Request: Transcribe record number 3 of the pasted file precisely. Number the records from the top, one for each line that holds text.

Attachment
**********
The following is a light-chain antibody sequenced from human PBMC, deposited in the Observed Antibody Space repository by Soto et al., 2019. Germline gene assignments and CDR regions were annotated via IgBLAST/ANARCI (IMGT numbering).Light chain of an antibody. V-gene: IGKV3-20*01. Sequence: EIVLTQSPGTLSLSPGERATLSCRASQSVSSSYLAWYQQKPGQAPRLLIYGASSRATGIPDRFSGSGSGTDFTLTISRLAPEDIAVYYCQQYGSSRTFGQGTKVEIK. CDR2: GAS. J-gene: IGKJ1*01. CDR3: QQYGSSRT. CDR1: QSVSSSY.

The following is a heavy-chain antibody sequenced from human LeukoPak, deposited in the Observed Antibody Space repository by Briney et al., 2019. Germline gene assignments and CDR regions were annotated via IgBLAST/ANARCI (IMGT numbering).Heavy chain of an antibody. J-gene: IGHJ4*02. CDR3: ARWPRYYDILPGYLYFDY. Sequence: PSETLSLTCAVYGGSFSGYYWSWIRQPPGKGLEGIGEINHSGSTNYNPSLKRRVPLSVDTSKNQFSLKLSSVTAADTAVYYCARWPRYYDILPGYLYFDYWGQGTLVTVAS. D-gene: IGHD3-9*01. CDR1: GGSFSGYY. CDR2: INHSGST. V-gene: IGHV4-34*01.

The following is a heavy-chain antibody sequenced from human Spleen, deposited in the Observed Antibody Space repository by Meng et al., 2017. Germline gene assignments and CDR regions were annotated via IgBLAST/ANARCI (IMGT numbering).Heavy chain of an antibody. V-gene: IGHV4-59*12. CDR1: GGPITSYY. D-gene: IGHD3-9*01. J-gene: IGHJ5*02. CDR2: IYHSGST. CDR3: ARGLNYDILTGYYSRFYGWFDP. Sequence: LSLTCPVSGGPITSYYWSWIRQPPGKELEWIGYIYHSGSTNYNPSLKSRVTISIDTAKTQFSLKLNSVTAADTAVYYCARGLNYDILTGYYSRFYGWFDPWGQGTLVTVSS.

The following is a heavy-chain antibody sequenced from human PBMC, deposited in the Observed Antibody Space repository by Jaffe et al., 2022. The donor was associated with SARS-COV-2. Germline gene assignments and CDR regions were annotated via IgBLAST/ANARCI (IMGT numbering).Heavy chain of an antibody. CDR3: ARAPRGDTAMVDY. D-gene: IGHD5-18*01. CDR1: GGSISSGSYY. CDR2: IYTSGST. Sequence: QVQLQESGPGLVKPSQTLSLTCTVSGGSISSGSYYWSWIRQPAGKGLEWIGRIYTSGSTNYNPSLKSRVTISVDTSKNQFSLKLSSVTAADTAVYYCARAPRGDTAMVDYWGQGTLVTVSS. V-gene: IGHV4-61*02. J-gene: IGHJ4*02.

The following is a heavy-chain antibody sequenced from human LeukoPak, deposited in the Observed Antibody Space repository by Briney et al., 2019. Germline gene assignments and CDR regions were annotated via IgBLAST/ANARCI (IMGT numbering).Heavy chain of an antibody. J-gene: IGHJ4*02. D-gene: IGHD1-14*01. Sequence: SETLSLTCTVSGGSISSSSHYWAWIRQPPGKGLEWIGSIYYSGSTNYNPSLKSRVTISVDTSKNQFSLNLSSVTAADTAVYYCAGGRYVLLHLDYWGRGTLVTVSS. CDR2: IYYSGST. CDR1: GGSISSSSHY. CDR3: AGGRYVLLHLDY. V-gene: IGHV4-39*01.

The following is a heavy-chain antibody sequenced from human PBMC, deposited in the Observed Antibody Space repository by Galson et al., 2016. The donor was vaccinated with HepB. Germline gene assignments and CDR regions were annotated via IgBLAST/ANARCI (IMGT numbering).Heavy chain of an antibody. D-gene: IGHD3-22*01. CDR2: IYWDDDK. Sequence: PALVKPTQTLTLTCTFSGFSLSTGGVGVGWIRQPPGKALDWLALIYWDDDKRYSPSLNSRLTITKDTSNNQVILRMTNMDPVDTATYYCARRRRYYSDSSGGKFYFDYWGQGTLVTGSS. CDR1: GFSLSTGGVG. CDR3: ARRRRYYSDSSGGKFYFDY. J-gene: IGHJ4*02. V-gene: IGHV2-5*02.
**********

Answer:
The following is a heavy-chain antibody sequenced from human Spleen, deposited in the Observed Antibody Space repository by Meng et al., 2017. Germline gene assignments and CDR regions were annotated via IgBLAST/ANARCI (IMGT numbering).Heavy chain of an antibody. V-gene: IGHV4-59*12. CDR1: GGPITSYY. D-gene: IGHD3-9*01. J-gene: IGHJ5*02. CDR2: IYHSGST. CDR3: ARGLNYDILTGYYSRFYGWFDP. Sequence: LSLTCPVSGGPITSYYWSWIRQPPGKELEWIGYIYHSGSTNYNPSLKSRVTISIDTAKTQFSLKLNSVTAADTAVYYCARGLNYDILTGYYSRFYGWFDPWGQGTLVTVSS.